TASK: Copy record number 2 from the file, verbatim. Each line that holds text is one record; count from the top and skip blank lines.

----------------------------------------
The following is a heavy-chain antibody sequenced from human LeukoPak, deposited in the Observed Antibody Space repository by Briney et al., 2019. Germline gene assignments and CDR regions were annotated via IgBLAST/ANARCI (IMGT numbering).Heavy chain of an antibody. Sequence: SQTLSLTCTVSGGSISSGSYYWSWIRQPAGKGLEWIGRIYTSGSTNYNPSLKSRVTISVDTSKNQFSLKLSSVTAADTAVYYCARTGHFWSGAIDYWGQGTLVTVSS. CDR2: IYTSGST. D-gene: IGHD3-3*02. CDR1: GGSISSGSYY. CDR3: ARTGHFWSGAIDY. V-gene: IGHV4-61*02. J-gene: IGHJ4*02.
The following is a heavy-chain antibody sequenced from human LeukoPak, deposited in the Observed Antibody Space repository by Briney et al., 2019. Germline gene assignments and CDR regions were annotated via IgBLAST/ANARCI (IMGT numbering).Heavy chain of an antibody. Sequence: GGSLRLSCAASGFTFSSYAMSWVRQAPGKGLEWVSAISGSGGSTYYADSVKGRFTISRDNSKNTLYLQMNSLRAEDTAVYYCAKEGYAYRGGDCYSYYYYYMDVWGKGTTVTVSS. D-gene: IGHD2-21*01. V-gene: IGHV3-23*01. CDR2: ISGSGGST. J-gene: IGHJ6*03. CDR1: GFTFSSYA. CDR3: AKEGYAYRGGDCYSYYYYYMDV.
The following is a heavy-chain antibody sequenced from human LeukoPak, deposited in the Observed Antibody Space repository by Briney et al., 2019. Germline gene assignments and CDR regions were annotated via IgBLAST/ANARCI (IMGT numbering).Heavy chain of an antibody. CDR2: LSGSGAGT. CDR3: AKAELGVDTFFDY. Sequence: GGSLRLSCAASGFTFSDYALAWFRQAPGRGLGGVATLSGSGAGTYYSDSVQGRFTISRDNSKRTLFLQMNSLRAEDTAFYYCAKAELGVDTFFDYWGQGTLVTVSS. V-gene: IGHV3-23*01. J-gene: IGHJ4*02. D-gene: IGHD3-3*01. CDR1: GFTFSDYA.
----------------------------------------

The following is a heavy-chain antibody sequenced from human LeukoPak, deposited in the Observed Antibody Space repository by Briney et al., 2019. Germline gene assignments and CDR regions were annotated via IgBLAST/ANARCI (IMGT numbering).Heavy chain of an antibody. Sequence: GGSLRLSCAASGFTFSSYAMSWVRQAPGKGLEWVSAISGSGGSTYYADSVKGRFTISRDNSKNTLYLQMNSLRAEDTAVYYCAKEGYAYRGGDCYSYYYYYMDVWGKGTTVTVSS. D-gene: IGHD2-21*01. V-gene: IGHV3-23*01. CDR2: ISGSGGST. J-gene: IGHJ6*03. CDR1: GFTFSSYA. CDR3: AKEGYAYRGGDCYSYYYYYMDV.